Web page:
1. Cell Biology
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Nanoscale dysregulation of collagen structure-function disrupts mechano-homeostasis and mediates pulmonary fibrosis

  1. Mark G Jones  Is a corresponding author
  2. Orestis G Andriotis
  3. James JW Roberts
  4. Kerry Lunn
  5. Victoria J Tear
  6. Lucy Cao
  7. Kjetil Ask
  8. David E Smart
  9. Alessandra Bonfanti
  10. Peter Johnson
  11. Aiman Alzetani
  12. Franco Conforti
  13. Regan Doherty
  14. Chester Y Lai
  15. Benjamin Johnson
  16. Konstantinos N Bourdakos
  17. Sophie V Fletcher
  18. Ben G Marshall
  19. Sanjay Jogai
  20. Christopher J Brereton
  21. Serena J Chee
  22. Christian H Ottensmeier
  23. Patricia Sime
  24. Jack Gauldie
  25. Martin Kolb
  26. Sumeet Mahajan
  27. Aurelie Fabre
  28. Atul Bhaskar
  29. Wolfgang Jarolimek
  30. Luca Richeldi
  31. Katherine MA O'Reilly
  32. Phillip D Monk
  33. Philipp J Thurner
  34. Donna E Davies  Is a corresponding author
  1. Faculty of Medicine, University of Southampton, United Kingdom
  2. TU Wien, Austria
  3. Synairgen Research Ltd, United Kingdom
  4. Pharmaxis Ltd, Australia
  5. Firestone Institute for Respiratory Health, McMaster University and The Research Institute of St. Joe's Hamilton, Canada
  6. University of Southampton, United Kingdom
  7. University Hospital Southampton, United Kingdom
  8. University of Rochester School of Medicine and Dentistry, United States
  9. St. Vincent's University Hospital & UCD School of Medicine, University College Dublin, Ireland
  10. Fondazione Policlinico Universitario Agostino Gemelli IRCCS, Italy
  11. Mater Misericordiae University Hospital, Ireland
  12. University College Dublin, Ireland
Research Article
Cite this article as: eLife 2018;7:e36354 doi: 10.7554/eLife.36354
8 figures, 1 video and 1 additional file

Figures

Figure 1 with 1 supplement
IPF lung tissue has increased stiffness which is not dependent on total collagen content.

(A) Tissue stiffness of control (n = 8 donors, ●) and IPF (n = 10 donors, ■) lung tissue determined by micro-indentation atomic force microscopy (AFM). Data presented as mean stiffness of each donor determined from force-displacement curve measurements (n = 80–150 measurements per donor). Bars are mean ± s.e.m. *p<0.05 by Student's t-test with Welch’s correction for unequal variances (two-tailed). (B, C) Representative elastograph images from AFM cantilever-based microindentation analyses of control and IPF lung tissue, respectively. Axis labels indicate spatial scale in micrometres and colour bars the indentation modulus in kPa. The coefficient of variation in (B) is 66.6% and in (C) is 74.6%. (D) Representative second harmonic generation images (SHG) of control or IPF lung tissue. Fibrillar collagen is visualised in yellow. Inset image shows histological staining of an adjacent section using hematoxylin and eosin with the SHG image overlaid. Scale bar = 100 μm. (E) Total collagen content of control (n = 15) and IPF lung tissue (n = 17) normalised by dry weight. Bars are mean ±s.e.m. p=0.70 by Student's t-test (two-tailed). (F) Paired data from (A) and (E) were plotted to determine the dependency of mean tissue stiffness on collagen content (Spearman correlation coefficient: r = 0.16; p=0.52).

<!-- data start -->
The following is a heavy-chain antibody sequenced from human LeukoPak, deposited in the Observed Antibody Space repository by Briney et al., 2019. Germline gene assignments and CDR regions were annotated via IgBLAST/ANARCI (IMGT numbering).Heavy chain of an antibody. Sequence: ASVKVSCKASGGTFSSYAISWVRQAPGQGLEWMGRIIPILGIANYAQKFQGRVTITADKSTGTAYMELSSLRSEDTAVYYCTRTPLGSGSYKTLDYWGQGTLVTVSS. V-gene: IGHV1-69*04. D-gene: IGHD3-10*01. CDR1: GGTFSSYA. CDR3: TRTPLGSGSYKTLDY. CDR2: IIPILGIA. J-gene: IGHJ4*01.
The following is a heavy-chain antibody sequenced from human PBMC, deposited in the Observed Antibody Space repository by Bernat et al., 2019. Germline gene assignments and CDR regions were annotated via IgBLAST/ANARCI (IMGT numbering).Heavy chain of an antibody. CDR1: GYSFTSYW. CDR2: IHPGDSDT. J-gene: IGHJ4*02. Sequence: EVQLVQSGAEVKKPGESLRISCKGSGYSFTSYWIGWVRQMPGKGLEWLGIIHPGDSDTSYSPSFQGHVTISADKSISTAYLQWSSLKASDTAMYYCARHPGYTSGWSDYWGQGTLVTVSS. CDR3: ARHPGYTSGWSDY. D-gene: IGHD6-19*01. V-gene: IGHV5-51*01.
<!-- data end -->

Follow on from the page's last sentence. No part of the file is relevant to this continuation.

https://doi.org/10.7554/eLife.36354.003
Figure 1—figure supplement 1
IPF lung tissue total collagen content.

Total collagen content of control (n = 15) and IPF lung tissue (n = 17) normalised by total protein. Bars are mean ±s.e.m. p=0.70 by Student's t-test (two-tailed).

https://doi.org/10.7554/eLife.36354.004
Lysyl oxidase-like (LOXL) enzymes and amine oxidase activity are increased in IPF tissue.

(A–E) Expression of LOX, LOXL1, LOXL2, LOXL3 and LOXL4 was analysed in control (●) and IPF (■) lung tissue (n = 11 individual donors per group) using the ∆∆Ct method. Bars indicate geometric means. LOX p=0.79; LOXL1 p=0.22 *p<0.05; **p<0.01; ***p<0.001; ****p<0.0001 by multiple t-test of log transformed data using the Holm-Sidak method to adjust for multiple comparisons (two-tailed). SD was not assumed to be consistent between groups. (F) Amine oxidase activity as measured in situ from control (n = 5 individual donors) or IPF lung tissue (n = 8 individual donors). Semi-quantitative analysis was performed using Fiji and normalised to one control sample. Bars are mean ±s.e.m. *p<0.05 by Student’s t-test with Welch’s correction for unequal variances (2-tailed).

https://doi.org/10.7554/eLife.36354.005
Hydroxyallysine-derived collagen cross-link density is increased in IPF lung and is correlated with tissue stiffness.

(A, B) Lysyl hydroxylase 2 (LH2A and LH2B) expression was analysed in control (●) and IPF (■) lung tissue (n = 11 donors per group) using the ∆∆Ct method. Bars indicate geometric means. *p<0.05 by multiple t-test of log transformed data using the Holm-Sidak method to adjust for multiple comparisons (two-tailed). SD was not assumed to be consistent between groups. (C–F) Hydroxyallysine-derived collagen cross-link analysis of IPF (n = 17 donors) and control (n = 15 donors) lung tissue, normalised to total collagen content, as determined by UHPLC-ESI-MS/MS. Each data point represents an individual donor. (C) Total immature divalent cross-links (DHLNL + HLNL); (D) Total mature trivalent cross-links (PYD + DPD); (E) Ratio of immature to mature cross links; (F) Ratio of DHLNL to HLNL immature divalent cross-links. Bars indicate median values. *p<0.05; **p<0.01; ***p<0.001; ****p<0.0001 by Mann-Whitney t-test (two-tailed). (G, H) Scatterplots of paired data from Figure 1A and Figure 3C or Figure 3D showing dependency of mean tissue stiffness on total immature (r = 0.364, p=0.137) or total mature (r = 0.723, p=0.0007) collagen cross-link density, respectively (Multivariate correlation analysis including mean tissue stiffness, normalised collagen and immature and mature cross-links).

https://doi.org/10.7554/eLife.36354.006
Collagen fibrils from IPF tissue have altered fibril diameter and stiffness.

(A) Atomic force microscopy (AFM) height topography image of a collagen fibril and corresponding height topography long axis profile showing characteristic D-periodicity (~67 nm). (B) Force displacement curve (blue: loading, red: unloading) of an individual fibril tested using AFM cantilever-based nanoindentation. (C) Indentation modulus of collagen fibrils (3–7 fibrils per donor) from control (n = 42 fibrils from eight donors) or IPF lung tissue (n = 57 fibrils from 10 donors) under hydrated conditions; each data point represents the mean of 30 to 50 force-displacement curves per fibril. Bars are mean ±s.e.m of log transformed data. ****p<0.0001 by Student’s t-test with Welch’s correction for unequal variances of log transformed data (two-tailed). (D) Fibril diameter as determined by measurement of fibril height under hydrated conditions. Bars are median; ***p<0.001 by Mann-Whitney t-test (two-tailed). (E) Frequency distribution of hydrated collagen fibril diameters measured for control (light grey bars) and IPF lung tissue (black bars). (F) Fibril swelling as determined by the ratio of the diameters under hydrated and dry conditions. Bars are mean ±s.e.m of log transformed data. *p<0.05 by Student’s t-test of log transformed data (two-tailed).